15. The kit of claim 14, wherein the dilution solution is comprised of a salt concentration and pH, wherein the salt concentration, the pH, or the combination of the salt concentration and the pH is effective to allow the formation of a substantially uniform nucleic acid spot.
16. The kit of claim 10, wherein the nucleic acid-support is a nylon membrane.
17. The kit of claim 16, wherein the nylon membrane is positively charged nylon membrane.
18. The kit of claim 10 wherein said nucleic acid dye is an aqueous solution of methylene blue.
19. The kit of claim 10, wherein said means for measuring nucleic acid spot diameter is transparent.
Description
CROSS-REFERENCE TO RELATED APPLICATIONS

This application is a continuation-in-part of Applicant's U.S. patent applications Ser. No. 08/370,685, filed Jan. 10, 1995, now abandoned, and Ser. No. 08/564,709, filed Nov. 29, 1995 which are incorporated herein in its entirety by reference.

BACKGROUND OF THE INVENTION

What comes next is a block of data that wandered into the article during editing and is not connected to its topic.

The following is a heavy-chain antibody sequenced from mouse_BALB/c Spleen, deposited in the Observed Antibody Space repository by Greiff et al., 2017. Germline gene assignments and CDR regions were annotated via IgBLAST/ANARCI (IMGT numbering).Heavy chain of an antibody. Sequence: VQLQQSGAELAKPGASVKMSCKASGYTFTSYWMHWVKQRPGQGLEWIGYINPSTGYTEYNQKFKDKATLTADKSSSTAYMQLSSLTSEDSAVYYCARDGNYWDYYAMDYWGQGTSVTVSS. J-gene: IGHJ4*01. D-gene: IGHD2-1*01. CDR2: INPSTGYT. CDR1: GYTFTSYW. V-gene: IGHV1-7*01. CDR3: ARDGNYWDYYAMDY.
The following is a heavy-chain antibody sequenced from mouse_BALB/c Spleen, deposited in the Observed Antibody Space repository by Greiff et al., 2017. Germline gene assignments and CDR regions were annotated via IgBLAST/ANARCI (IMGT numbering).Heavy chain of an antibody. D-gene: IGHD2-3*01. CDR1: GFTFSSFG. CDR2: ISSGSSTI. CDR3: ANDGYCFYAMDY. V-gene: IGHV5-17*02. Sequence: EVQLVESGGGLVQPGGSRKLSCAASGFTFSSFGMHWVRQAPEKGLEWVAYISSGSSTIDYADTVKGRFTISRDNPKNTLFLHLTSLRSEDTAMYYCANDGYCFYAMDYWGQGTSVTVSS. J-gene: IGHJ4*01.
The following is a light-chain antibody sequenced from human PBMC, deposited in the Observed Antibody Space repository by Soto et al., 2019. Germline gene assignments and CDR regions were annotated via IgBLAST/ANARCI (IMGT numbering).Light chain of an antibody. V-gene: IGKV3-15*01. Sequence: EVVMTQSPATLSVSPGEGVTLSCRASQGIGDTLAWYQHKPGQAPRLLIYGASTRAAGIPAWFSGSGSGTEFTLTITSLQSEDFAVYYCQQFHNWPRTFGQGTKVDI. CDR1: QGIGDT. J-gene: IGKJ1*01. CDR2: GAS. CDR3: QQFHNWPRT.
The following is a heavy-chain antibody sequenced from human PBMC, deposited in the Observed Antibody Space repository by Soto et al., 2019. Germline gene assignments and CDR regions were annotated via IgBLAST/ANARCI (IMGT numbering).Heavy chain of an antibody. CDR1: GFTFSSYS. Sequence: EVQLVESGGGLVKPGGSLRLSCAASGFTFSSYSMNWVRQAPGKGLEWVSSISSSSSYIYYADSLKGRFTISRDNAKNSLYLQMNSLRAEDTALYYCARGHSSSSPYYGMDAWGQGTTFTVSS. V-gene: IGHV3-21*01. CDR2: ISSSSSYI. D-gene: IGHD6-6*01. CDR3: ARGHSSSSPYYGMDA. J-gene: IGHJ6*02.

1. Field of the Invention

This invention relates to a method, device and kit for estimation of total nucleic acid in a sample.

2. Description of the Related Art

The U.S. patent application Ser. No. 08/370,685 (abandoned) and the continuation-in-part thereof describe a method of protein assay particularly but not exclusively. The invention involves applying a small aliquot of a protein solution to a test strip or support membrane to produce a compact protein spot of a size that is substantially proportional to the concentration of protein in the protein solution. This proportional relationship allows the concentration of protein in a sample to be determined. The present invention is a further improvement and expansion on the principles of the invention described in the above indicated patent applications.